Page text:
Inter-Research > MEPS > v450 > p67-80  
MEPS
Marine Ecology Progress Series

via Mailchimp

MEPS 450:67-80 (2012)  -  DOI: https://doi.org/10.3354/meps09552

Drift algae, an invasive snail and elevated temperature reduce ecological performance of a warm-temperate seagrass, through additive effects

Hannes Höffle1, Thomas Wernberg2,3,4,*, Mads S. Thomsen2,4, Marianne Holmer1

1Institute of Biology, University of Southern Denmark, Campusvej 55, 5230 Odense M, Denmark
2UWA Oceans Institute & School of Plant Biology, University of Western Australia, 35 Stirling Highway, Nedlands,
6009 Western Australia, Australia
3Australian Institute of Marine Science, 39 Fairway, Nedlands, 6009 Western Australia, Australia
4Centre for Marine Ecosystems Research, Edith Cowan University, 270 Joondalup Drive, Joondalup, 6017 Western Australia, Australia
*Corresponding author. *Email:

ABSTRACT: Seagrasses are under pressure from multiple concurrent threats, including rising temperatures, invasive species and nutrient-driven algal accumulations. We quantified the abundance of drift algae and the invasive snail Batillaria australis in 3 Halophila ovalis seagrass beds in the Swan River Estuary (Perth, Western Australia), and tested in an aquarium experiment for interactive effects of temperature (21 vs. 27°C), cover of drift algae Chaetomorpha linum (0 vs. 1.4 kg fresh wt m−2) and presence (0 vs. 120 snails m−2) of B. australis on the ecological performance of H. ovalis. The survey showed that drift algae varied considerably between sites and sampling times, and sites experienced average loads of 0.4 to 0.8 kg fresh wt m−2 and extreme loads up to 2.5 kg fresh wt m−2. In contrast, invasive snails were constantly abundant at all sites at all collection times (mean abundance: 489 snails m−2). In the laboratory experiment, drift algae caused increased shoot mortality and leaf loss rate, and suppressed the formation of new nodes. Drift algae also decreased the depth of the sulphide horizon in the sediment and the oxygen concentration in the water column at night, suggesting increased risk of hypoxia. Invasive snails reduced the biomass of H. ovalis leaves and roots, increased leaf plastochrone interval and decreased the depth of the sulphide horizon. Finally, elevated temperature increased leaf loss and reduced leaf biomass, and, in the presence of drift algae, also reduced the length of the 2nd internode. We found relatively few significant higher-order interactions, suggesting a dominance of additive effects of stress. We conclude that temperature, drift algae and invasive snails are already affecting the ecological performance of H. ovalis in Swan River, and that these seagrass beds are likely to come under further pressure if these stressors increase in the future.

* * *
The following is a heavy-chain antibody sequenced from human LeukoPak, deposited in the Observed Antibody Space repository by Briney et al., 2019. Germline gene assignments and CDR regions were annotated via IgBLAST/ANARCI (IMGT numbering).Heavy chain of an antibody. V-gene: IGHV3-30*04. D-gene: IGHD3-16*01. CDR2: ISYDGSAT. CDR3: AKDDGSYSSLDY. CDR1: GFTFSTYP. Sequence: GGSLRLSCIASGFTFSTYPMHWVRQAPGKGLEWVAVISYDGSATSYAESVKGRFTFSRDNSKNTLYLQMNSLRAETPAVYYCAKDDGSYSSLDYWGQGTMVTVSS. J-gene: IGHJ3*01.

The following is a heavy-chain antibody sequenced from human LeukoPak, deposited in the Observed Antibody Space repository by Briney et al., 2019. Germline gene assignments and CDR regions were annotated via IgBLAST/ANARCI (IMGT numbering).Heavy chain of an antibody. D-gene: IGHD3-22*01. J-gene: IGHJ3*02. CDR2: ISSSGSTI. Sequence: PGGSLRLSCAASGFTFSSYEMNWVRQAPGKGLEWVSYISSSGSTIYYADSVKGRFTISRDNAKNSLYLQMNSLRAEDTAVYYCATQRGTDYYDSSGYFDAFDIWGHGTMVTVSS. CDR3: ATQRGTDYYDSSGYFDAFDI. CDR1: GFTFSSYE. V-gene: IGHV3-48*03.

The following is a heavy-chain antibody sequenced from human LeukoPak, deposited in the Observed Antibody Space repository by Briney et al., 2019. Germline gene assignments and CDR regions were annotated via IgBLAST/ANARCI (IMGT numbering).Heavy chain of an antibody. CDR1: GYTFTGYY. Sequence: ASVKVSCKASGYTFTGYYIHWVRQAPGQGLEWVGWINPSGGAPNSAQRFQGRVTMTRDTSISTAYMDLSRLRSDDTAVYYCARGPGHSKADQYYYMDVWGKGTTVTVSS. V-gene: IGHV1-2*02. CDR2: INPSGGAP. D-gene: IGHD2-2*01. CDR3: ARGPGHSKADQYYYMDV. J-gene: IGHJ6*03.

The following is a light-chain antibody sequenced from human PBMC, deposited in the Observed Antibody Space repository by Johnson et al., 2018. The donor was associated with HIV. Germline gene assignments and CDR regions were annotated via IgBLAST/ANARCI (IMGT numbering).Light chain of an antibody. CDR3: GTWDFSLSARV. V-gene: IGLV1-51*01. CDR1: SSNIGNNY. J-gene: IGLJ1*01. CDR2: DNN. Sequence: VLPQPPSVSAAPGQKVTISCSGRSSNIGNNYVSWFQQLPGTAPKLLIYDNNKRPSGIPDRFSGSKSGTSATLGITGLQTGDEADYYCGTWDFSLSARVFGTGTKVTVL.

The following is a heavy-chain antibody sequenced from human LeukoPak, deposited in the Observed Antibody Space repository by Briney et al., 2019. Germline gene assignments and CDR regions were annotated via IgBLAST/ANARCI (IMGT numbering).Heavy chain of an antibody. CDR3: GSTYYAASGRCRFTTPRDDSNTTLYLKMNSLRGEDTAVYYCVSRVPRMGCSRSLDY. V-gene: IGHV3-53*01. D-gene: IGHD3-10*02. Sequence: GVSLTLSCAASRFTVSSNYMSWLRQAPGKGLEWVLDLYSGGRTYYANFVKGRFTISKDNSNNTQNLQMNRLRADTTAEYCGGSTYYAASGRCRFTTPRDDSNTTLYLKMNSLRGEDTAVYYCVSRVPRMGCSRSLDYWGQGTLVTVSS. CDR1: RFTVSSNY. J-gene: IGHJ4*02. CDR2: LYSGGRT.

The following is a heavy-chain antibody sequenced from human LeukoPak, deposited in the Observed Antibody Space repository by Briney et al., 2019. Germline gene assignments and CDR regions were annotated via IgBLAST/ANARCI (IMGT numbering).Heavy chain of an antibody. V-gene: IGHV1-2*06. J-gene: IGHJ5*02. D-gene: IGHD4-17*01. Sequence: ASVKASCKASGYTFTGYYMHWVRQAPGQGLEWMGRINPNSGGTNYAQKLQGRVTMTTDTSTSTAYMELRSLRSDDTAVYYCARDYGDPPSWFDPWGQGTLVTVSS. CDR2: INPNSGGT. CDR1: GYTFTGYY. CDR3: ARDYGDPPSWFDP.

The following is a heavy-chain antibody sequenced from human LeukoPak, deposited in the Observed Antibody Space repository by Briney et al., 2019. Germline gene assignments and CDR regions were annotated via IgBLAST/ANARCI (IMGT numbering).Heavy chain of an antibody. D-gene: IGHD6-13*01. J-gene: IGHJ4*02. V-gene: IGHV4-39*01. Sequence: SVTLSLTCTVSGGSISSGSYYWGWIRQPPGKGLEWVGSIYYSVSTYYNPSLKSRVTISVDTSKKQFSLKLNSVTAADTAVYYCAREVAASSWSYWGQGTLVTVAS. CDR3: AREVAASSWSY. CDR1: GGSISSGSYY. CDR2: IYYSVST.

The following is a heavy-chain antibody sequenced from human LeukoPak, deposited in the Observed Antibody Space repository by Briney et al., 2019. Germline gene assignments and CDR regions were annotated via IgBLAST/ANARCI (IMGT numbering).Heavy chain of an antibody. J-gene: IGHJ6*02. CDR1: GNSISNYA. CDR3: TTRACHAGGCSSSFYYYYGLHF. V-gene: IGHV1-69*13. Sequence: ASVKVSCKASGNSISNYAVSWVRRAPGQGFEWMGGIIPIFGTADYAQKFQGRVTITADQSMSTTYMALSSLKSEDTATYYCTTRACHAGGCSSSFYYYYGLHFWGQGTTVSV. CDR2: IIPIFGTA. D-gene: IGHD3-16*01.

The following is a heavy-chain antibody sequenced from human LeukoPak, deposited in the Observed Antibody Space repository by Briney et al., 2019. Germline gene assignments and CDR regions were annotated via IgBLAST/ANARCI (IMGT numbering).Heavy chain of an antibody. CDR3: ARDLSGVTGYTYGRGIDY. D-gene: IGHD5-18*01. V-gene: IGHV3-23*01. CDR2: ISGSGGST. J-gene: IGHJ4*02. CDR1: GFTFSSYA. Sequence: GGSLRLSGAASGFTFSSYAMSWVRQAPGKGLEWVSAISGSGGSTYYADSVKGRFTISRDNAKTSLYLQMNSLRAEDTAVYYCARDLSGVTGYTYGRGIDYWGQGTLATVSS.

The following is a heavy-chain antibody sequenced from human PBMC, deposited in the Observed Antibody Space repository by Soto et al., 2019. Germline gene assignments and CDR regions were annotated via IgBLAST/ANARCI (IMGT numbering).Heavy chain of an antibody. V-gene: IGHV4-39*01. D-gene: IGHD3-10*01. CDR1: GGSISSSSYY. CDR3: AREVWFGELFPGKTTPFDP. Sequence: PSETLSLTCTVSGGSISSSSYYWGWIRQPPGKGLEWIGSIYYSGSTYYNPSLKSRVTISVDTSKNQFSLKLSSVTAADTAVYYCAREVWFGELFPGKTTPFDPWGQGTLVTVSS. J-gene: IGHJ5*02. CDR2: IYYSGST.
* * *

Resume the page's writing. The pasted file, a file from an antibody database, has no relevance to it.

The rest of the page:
KEY WORDS: Global warming · Eutrophication · Introduced species · Swan River · Western Australia · Halophila ovalis · Batillaria australis


Full text in pdf format
Supplementary material 
Cite this article as: Höffle H, Wernberg T, Thomsen MS, Holmer M (2012) Drift algae, an invasive snail and elevated temperature reduce ecological performance of a warm-temperate seagrass, through additive effects. Mar Ecol Prog Ser 450:67-80. https://doi.org/10.3354/meps09552

Export citation
Mail this link - Contents Mailing Lists - RSS
Facebook - - linkedIn